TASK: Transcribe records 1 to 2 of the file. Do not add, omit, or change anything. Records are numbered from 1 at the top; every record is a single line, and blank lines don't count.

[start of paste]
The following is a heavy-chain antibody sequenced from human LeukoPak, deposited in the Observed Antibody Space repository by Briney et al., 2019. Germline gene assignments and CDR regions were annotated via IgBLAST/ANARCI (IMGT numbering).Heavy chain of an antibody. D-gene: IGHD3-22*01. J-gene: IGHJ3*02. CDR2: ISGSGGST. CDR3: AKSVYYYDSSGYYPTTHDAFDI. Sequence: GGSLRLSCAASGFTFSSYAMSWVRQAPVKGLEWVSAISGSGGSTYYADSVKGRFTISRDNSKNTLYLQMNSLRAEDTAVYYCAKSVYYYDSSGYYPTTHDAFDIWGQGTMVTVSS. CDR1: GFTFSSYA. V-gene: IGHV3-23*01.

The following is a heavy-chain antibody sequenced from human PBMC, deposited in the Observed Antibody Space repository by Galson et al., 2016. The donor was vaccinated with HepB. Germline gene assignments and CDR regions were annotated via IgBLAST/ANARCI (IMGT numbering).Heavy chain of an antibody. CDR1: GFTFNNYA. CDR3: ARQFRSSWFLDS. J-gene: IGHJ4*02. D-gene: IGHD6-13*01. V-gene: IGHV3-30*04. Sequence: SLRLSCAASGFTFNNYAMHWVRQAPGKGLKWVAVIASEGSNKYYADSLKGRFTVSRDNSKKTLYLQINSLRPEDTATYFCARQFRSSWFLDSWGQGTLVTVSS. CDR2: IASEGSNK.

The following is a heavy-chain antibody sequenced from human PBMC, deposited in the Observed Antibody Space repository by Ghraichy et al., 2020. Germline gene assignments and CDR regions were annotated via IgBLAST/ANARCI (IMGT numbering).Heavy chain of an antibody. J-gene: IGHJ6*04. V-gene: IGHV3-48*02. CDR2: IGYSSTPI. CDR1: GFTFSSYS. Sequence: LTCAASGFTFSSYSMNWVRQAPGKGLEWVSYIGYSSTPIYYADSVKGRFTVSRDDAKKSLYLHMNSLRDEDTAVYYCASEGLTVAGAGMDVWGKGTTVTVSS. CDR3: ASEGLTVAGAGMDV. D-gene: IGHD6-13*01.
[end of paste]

The following is a heavy-chain antibody sequenced from human LeukoPak, deposited in the Observed Antibody Space repository by Briney et al., 2019. Germline gene assignments and CDR regions were annotated via IgBLAST/ANARCI (IMGT numbering).Heavy chain of an antibody. D-gene: IGHD3-22*01. J-gene: IGHJ3*02. CDR2: ISGSGGST. CDR3: AKSVYYYDSSGYYPTTHDAFDI. Sequence: GGSLRLSCAASGFTFSSYAMSWVRQAPVKGLEWVSAISGSGGSTYYADSVKGRFTISRDNSKNTLYLQMNSLRAEDTAVYYCAKSVYYYDSSGYYPTTHDAFDIWGQGTMVTVSS. CDR1: GFTFSSYA. V-gene: IGHV3-23*01.

The following is a heavy-chain antibody sequenced from human PBMC, deposited in the Observed Antibody Space repository by Galson et al., 2016. The donor was vaccinated with HepB. Germline gene assignments and CDR regions were annotated via IgBLAST/ANARCI (IMGT numbering).Heavy chain of an antibody. CDR1: GFTFNNYA. CDR3: ARQFRSSWFLDS. J-gene: IGHJ4*02. D-gene: IGHD6-13*01. V-gene: IGHV3-30*04. Sequence: SLRLSCAASGFTFNNYAMHWVRQAPGKGLKWVAVIASEGSNKYYADSLKGRFTVSRDNSKKTLYLQINSLRPEDTATYFCARQFRSSWFLDSWGQGTLVTVSS. CDR2: IASEGSNK.